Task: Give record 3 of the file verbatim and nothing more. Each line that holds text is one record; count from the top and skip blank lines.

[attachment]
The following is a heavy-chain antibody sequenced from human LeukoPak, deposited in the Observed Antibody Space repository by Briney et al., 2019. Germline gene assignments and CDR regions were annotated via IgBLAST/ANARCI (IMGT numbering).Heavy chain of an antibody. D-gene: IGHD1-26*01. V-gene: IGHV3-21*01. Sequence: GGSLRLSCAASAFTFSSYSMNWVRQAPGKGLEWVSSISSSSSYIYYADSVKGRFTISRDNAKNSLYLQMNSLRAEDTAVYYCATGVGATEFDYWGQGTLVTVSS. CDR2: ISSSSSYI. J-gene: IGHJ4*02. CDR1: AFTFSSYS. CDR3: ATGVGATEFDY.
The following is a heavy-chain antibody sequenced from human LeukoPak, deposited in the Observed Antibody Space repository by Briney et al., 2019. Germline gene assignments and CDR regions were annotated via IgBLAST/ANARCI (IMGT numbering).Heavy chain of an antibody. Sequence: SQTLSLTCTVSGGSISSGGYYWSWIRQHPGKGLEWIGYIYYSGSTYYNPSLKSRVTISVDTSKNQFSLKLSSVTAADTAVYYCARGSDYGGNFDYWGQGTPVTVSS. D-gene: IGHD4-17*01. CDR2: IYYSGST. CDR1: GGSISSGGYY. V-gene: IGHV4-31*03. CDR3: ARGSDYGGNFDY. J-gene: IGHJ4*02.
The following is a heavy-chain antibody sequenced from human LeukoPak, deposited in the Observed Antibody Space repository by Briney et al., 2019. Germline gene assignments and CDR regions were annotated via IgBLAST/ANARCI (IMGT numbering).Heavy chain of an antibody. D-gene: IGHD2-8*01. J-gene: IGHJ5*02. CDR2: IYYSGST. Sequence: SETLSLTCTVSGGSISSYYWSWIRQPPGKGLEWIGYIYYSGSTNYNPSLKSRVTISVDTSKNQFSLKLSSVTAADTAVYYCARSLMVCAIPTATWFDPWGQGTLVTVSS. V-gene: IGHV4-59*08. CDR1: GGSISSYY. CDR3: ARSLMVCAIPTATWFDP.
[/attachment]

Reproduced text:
The following is a heavy-chain antibody sequenced from human LeukoPak, deposited in the Observed Antibody Space repository by Briney et al., 2019. Germline gene assignments and CDR regions were annotated via IgBLAST/ANARCI (IMGT numbering).Heavy chain of an antibody. D-gene: IGHD2-8*01. J-gene: IGHJ5*02. CDR2: IYYSGST. Sequence: SETLSLTCTVSGGSISSYYWSWIRQPPGKGLEWIGYIYYSGSTNYNPSLKSRVTISVDTSKNQFSLKLSSVTAADTAVYYCARSLMVCAIPTATWFDPWGQGTLVTVSS. V-gene: IGHV4-59*08. CDR1: GGSISSYY. CDR3: ARSLMVCAIPTATWFDP.